Recreating a functioning forest soil in reclaimed oil sands in Northern Alberta: an approach for measuring success in ecological restoration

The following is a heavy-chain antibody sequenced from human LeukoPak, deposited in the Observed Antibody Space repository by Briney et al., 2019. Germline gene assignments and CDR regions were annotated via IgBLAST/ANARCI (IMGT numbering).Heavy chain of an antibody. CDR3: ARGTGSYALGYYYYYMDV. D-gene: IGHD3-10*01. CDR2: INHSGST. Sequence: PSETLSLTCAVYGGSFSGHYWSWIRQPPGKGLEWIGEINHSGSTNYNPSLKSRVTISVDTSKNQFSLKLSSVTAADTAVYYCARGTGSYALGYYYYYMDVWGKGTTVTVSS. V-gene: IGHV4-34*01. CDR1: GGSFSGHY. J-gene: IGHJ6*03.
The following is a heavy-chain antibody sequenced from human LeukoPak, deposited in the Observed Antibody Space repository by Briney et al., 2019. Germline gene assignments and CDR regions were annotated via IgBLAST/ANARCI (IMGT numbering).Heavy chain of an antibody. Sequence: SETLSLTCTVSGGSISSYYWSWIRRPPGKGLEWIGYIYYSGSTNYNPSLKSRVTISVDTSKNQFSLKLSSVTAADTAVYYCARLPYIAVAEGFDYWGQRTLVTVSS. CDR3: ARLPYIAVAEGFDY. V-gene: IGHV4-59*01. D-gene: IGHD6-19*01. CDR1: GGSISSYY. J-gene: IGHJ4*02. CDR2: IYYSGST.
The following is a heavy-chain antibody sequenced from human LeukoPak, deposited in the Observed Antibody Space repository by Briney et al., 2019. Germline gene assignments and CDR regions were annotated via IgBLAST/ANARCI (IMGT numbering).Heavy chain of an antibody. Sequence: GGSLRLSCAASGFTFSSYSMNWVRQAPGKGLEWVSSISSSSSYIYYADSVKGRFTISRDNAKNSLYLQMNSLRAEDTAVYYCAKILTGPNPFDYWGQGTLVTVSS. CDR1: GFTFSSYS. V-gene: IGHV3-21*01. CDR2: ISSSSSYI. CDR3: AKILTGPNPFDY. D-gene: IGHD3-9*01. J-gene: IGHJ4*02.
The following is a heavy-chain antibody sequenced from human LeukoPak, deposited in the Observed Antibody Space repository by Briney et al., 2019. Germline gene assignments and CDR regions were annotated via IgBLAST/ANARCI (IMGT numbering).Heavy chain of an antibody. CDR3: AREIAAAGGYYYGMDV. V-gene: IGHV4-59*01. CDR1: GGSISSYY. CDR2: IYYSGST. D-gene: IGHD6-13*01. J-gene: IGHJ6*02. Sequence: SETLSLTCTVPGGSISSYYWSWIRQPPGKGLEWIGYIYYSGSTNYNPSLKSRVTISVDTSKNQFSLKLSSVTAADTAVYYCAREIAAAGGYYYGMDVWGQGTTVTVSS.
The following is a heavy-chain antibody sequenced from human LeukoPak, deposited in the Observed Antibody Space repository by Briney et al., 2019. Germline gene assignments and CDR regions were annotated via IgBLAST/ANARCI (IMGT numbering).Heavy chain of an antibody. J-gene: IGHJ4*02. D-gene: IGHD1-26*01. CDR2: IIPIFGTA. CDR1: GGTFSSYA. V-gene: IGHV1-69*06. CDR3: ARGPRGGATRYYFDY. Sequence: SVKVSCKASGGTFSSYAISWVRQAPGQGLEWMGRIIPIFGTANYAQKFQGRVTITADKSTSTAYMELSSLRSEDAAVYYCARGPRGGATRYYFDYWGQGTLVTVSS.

During oil-sands mining all vegetation, soil, overburden, and oil sand is removed, leaving pits several kilometers wide and up to 100 m deep. These pits are reclaimed through a variety of treatments using subsoil or a mixed peat-mineral soil cap. Using nonmetric multidimensional scaling and cluster analysis of measurements of ecosystem function, reclamation treatments of several age classes were compared with a range of natural forest ecotypes to discover which treatments had created ecosystems similar to natural forest ecotypes and at what age this occurred. Ecosystem function was estimated from bioavailable nutrients, plant community composition, litter decomposition rate, and development of a surface organic layer. On the reclamation treatments, availability of nitrate, calcium, magnesium, and sulfur were generally higher than in the natural forest ecotypes, while ammonium, P, K, and Mn were generally lower. Reclamation treatments tended to have more bare ground, grasses, and forbs but less moss, lichen, shrubs, trees, or woody debris than natural forests. Rates of litter decomposition were lower on all reclamation treatments. Development of an organic layer appeared to be facilitated by the presence of shrubs. With repeated applications of fertilizers, measured variables for the peat-mineral amendments fell within the range of natural variability at about 20 yr. An intermediate subsoil layer reduced the need for fertilizer and conditions resembling natural forests were reached about 15 yr after a single fertilizer application. Treatments over tailings sand receiving only one application of fertilizer appeared to be on a different trajectory to a novel ecosystem.